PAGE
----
User review

Welcome comments from some of our existing subscribers are shown in the sidebar, but an independent review from one of our subscribers is provided in full below. This review was first published in the UK Environmental Law Association newsletter 'e-law'.


"The Habitats Regulations Assessment Handbook : David Tyldesley FRTPI FCIEEM FRSA and Dr Caroline Chapman MCIEEM with legal input from barrister Graham Machin of Ropewalk Chambers Nottingham.  Published by DTA Publications Limited.


This is a most welcome Handbook and one to which I have already turned on several occasions since subscribing to the online version in November last year.


The authors set out to:

  • improve the understanding and interpretation of the Habitats Regulations; and
  • aid consistency in applying their requirements in respect of plans and projects;

and facilitate change whilst ensuring full compliance with the European Union Directives and protection of internationally designated sites.


I believe that they achieve their objective notwithstanding that it is a challenging one!


The Handbook is available both in hard copy and online and is to be subject to ongoing revision.  It will be a significant task to maintain the pace set by the first edition in view of the developments in the UK, never mind that the Court of Justice is regularly considering relevant aspects of the Habitats and Wild Birds Directives (a recent search revealed to me that the CJEU has decided in excess of 100 cases on these two Directives since 1986).


The first Handbook is for territorial European sites in England and Wales.  Three other versions of the Handbook are being produced for Northern Ireland, Scotland and offshore sites and case work. Encouragingly, there is also going to be a Journal twice yearly to explore some of the issues in greater detail.


The Handbook is intended for those unfamiliar with the Habitats Regulations and also experienced practitioners.  I believe that the structure of the Handbook and the manner in which particularly the principles in Part C have been produced (ie with the principles being set out initially and then a more detailed section explaining why and how the principles have been established) means that the Handbook will be valuable to both beginners and also seasoned campaigners!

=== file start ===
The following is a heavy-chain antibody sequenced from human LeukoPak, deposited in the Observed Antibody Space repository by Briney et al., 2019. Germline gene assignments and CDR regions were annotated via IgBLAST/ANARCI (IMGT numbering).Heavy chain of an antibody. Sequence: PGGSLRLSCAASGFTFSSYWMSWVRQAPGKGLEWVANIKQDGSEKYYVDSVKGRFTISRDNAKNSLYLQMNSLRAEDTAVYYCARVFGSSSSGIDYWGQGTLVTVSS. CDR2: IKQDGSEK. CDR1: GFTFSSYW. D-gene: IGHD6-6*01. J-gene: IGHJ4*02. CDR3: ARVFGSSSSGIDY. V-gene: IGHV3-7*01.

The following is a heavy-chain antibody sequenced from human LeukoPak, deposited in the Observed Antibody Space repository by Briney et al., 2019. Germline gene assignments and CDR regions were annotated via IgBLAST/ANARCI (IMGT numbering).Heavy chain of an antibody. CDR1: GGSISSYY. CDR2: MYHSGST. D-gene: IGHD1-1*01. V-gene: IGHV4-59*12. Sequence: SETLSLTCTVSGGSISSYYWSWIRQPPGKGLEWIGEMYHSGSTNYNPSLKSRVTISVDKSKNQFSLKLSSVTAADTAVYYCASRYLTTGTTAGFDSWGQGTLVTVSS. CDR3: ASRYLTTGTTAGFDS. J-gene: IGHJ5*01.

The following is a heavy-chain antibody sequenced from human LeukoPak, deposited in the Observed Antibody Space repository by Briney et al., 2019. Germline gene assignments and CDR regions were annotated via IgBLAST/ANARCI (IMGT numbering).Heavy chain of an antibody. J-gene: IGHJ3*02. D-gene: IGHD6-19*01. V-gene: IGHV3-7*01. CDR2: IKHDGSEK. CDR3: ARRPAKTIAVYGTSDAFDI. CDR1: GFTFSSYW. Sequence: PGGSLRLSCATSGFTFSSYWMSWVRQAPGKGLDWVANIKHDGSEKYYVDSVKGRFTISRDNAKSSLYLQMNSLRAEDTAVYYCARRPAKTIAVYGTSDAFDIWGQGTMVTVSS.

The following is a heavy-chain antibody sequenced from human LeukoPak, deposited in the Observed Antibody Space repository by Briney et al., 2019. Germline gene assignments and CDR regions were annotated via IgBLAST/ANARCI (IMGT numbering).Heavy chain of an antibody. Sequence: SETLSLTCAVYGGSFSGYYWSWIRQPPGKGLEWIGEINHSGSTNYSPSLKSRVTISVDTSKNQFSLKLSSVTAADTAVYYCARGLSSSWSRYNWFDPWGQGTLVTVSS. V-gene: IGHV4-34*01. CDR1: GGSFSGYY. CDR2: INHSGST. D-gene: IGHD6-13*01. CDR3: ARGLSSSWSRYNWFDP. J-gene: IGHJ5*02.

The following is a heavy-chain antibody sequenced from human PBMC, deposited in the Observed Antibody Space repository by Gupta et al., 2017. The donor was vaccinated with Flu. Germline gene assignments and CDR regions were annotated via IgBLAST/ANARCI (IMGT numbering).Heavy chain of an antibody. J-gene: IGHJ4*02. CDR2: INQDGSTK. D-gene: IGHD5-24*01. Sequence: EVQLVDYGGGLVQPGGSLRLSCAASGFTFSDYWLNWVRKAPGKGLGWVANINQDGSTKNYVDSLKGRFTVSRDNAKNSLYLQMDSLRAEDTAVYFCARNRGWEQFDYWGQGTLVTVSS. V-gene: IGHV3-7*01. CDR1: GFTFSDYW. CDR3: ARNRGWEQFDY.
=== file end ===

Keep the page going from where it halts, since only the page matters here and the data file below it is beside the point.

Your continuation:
The authors at DTA have substantial experience of the interpretation and application of the Habitats Regulations, having advised in respect of them since they were introduced and been involved in many of the key testing Inquiries such as Dibden Bay, Thames Basin Heaths SPA implications for the South East Plan including the Dilly Lane  proposed residential development and countless others. 


DTA are fortunate to have had input from barrister Graham Machin who, like them, has a long track record of advising in respect of the Habitats Regulations.  His presence on the team certainly counts in relation to some of the complex legal issues which are presented by the Habitats Regulations. 


The Handbook has a logical format for its purpose and is easy to navigate.  It benefits from the succinct and clear text this reviewer associates with Messrs Tyldesley and Machin.  There is an introduction to the Habitats and Wild Birds Directives, a Part dealing with the overall process of Habitats Regulations Assessment and the important Part setting out the Principles.  Part D covers information required for assessment.  Parts E and F provide practical guidance for the assessment (respectively) of projects and plans under the Habitats Regulations.  Part G explains the position in relation to European marine sites (though as indicated above a further version of the Handbook is to follow specifically addressing offshore marine sites).


The Appendices provide the text of the Regulations as revised, the two key Directives and a table of the Commission’s Opinions on Article 6 (4) which is a very handy summary.  There is also a Glossary of Terms and case law references.


There is very detailed coverage of the difficult issues arising in respect of land which may at some future stage be, but has not yet been, classified as an SPA or designated as a SAC.  The interplay of legislation, policy and European Court decisions in this respect are complex and of great importance and it is very helpful to see such comprehensive coverage.


In the principles section there is consideration of mitigation measures and the question of when additional mitigation measures may be imposed by the competent authority particularly whether such a condition may be imposed at the screening (likely significant effect stage).  There is reference to the High Court decision of James Dingemans QC (as he then was) in Champion –v- North Norfolk DC and Natural England [2013] EWHC 1065 (Admin) which has now been reversed by the Court of Appeal by a judgment handed down on 18th December 2013 [2013] EWCA Civ 1657.  Lord Justice Richards in delivering the judgment of the Court found that the Council was capable of deciding that the additional water quality monitoring conditions were necessary without reaching the view that there would be a likely significant effect on the River Wensum SAC.  Strictly speaking the reasoning of the Court of Appeal has not interfered with the Handbook’s principle that only “incorporated mitigation measures” can be considered at the screening stage.